Guest contribution by: Alexander Thomas

In the first chapter of the Tao de Ching we read “The Dao that can be conceptualized is not the pristine Dao, and Dao is not its true name. The pure ground of Heaven and Earth is Nameless. It is Heaven and Earth that parent the ten thousand.” (1)

These three lines express what I think is the essence of Taoist cosmology. Our world is split into two coexisting influences that are intertwined like strands of rope. One strand is nameless and formless. In Buddhism it is sometimes called Emptiness. It is like the blank page staring at a calligrapher. There is nothing there. It exists as a constant state of formless potential from which all forms arise and into which all forms constantly dissolve. As the calligrapher stares at the blank page, something in him starts to formulate itself and with a few movements of his brush something appears on the page.

His art belongs to the ten thousand things which comprise our practical reality, the world of forms. It is everything around us which can be conceptualized, our sense of self and the labels we attach to all things we see in nature. It is anything that can be measured, examined, studied and understood from subatomic particles up to us and onto vast galaxies in the farthest reaches of our universe. All ten thousand things are born and eventually will fade into formlessness again.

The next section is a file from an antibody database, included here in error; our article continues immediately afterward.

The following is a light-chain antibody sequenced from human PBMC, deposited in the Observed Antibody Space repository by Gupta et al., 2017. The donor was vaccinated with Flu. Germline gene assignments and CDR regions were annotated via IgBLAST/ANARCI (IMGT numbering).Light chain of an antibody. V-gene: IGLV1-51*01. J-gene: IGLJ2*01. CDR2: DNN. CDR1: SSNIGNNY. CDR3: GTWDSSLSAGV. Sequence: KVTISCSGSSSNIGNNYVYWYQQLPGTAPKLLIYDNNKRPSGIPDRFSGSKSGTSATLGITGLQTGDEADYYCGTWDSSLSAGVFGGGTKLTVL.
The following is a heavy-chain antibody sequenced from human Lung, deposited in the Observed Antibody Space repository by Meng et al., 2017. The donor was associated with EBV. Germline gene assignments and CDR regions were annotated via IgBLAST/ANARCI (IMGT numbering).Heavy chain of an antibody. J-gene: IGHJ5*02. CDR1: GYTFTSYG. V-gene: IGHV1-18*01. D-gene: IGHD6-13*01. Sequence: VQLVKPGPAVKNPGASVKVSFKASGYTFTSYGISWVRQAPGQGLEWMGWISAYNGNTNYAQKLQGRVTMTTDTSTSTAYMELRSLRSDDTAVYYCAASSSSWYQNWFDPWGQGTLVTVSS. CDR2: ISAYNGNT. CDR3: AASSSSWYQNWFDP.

A photo of a tea cup of tea and teapot on a Chinese tea tray in front of a statuette of the Buddha, with grass in the background

I have a teapot. It is empty.  Then I insert something from the earth into it, tea leaves. Next I pour in the one element without which biological life cannot exist, water. And now the magic begins. Various forms dance. The marriage of water and earth.  Chemicals and molecules come alive to promote nutrients and taste. The pouring of the tea into an empty cup. The setting I find myself in to consume the elixir of life.

As I’m writing this I’m on my deck. A few mourning doves peck at seeds on the ground. Finches pull seeds from a bird feeder. I can’t help but wonder if they are maybe talking to each other, “Hey, check out the free food I found.” Hummingbirds flit around the yard. Steam rises from the tea cup. My wife is in the kitchen baking an apple pie. It is one of those just so perfect moments where everything is right. 

Eventually the cycle will close. The tea is consumed. Tea utensils washed and returned to a state of potential. Until next time. It’s already been happening for thousands of years and will probably do so for another thousand.

  1. “Observing. Wuwei: The Heart of the Daodejing,” Liu Ming, 2016, Da Yuan Circle, Oakland, CA.

Author Bio: I work as a psychotherapist and writer in the San Francisco Bay area. Taoist at heart. Tea lover for many years.

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